The Court of Appeal has decided to refer three questions to the European Court of Justice in relation to a case involving a a series of TV, radio and press advertisements by ‘3’ during summer 2004 which compared the pre-pay products of ‘3’ with those of O2. The The High Court had previously dismissed O2`s case that the comparison was misleading and that the advertisements infringed its registered trade marks in respect of `O2` and its signature blue bubbles. The Court will now ask the ECJ to decide on where, in the course of trade, a company uses a sign in a context purely for the purpose of comparing the relative merits of his goods or services with those of the trade mark owner; and in such a way that it cannot be suggested that the essential function of the trade mark to guarantee the trade mark as an indication of origin is in any way jeopardised, can his use fall within either (a) or (b) of Article 5(1) of the Trade Mark Directive 1984.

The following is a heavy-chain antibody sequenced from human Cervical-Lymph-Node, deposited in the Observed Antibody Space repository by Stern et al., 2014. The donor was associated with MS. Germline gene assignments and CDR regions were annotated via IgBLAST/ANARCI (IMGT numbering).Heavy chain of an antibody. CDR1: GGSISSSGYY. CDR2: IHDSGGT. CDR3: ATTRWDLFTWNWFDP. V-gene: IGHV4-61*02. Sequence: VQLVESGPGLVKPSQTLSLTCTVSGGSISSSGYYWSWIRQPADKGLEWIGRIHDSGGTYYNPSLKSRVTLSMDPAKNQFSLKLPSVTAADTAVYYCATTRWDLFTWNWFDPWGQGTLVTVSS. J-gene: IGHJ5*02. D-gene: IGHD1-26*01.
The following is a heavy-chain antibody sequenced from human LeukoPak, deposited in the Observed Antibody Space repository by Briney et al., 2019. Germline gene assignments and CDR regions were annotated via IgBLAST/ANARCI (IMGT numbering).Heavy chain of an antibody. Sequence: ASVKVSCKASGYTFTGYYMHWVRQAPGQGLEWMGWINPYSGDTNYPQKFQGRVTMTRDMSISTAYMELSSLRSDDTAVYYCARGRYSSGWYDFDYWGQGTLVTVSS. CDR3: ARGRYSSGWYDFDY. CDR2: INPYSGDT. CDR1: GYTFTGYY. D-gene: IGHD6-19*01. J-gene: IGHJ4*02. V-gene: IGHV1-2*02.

The Court of Appeal has also dismissed an appeal by InterDigital against a High Court ruling, which refused to set aside proceedings brought by Nokia. Nokia is seeking declarations that some of InterDigital’s patents, licensed to Nokia, were not essential for compliance with the internationally-agreed 3G standard for mobile phones. The Court of Appeal ruled that Nokia had a clear claim of right to seek a declaratory judgment since it has a manifest and real commercial interest in a decision of the kind sought, and because it is “technically infringing” if it is wrong.
Meanwhile, the European Court of Justice has ruled that whilst the mere installation of television sets in hotel rooms does not constitute an act of communication to the public within the meaning of Article 3(1) of the Copyright Directive, that communication by means of television sets to which is fed a signal initially received by the hotel constitutes ‘communication to the public’ within the meaning of Article 3(1) of the Directive. The Court was asked to rule on these questions by the Provincial High Court of Barcelona, to help it reach a decision in a case brought by Sociedad General de Autores y Editores de España (‘SGAE’), an intellectual property rights management society, against Rafael Hoteles SL (‘Rafael’), the owner of Hotel Rafael, for infringement of intellectual property rights managed by SGAE.